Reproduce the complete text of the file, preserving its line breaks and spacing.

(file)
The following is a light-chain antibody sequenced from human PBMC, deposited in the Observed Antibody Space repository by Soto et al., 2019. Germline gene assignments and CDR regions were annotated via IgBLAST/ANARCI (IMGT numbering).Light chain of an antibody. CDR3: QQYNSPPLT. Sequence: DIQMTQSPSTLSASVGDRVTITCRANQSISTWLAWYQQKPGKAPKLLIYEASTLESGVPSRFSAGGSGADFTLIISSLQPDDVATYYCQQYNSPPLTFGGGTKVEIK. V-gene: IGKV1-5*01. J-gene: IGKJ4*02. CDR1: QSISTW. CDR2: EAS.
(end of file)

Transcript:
The following is a light-chain antibody sequenced from human PBMC, deposited in the Observed Antibody Space repository by Soto et al., 2019. Germline gene assignments and CDR regions were annotated via IgBLAST/ANARCI (IMGT numbering).Light chain of an antibody. CDR3: QQYNSPPLT. Sequence: DIQMTQSPSTLSASVGDRVTITCRANQSISTWLAWYQQKPGKAPKLLIYEASTLESGVPSRFSAGGSGADFTLIISSLQPDDVATYYCQQYNSPPLTFGGGTKVEIK. V-gene: IGKV1-5*01. J-gene: IGKJ4*02. CDR1: QSISTW. CDR2: EAS.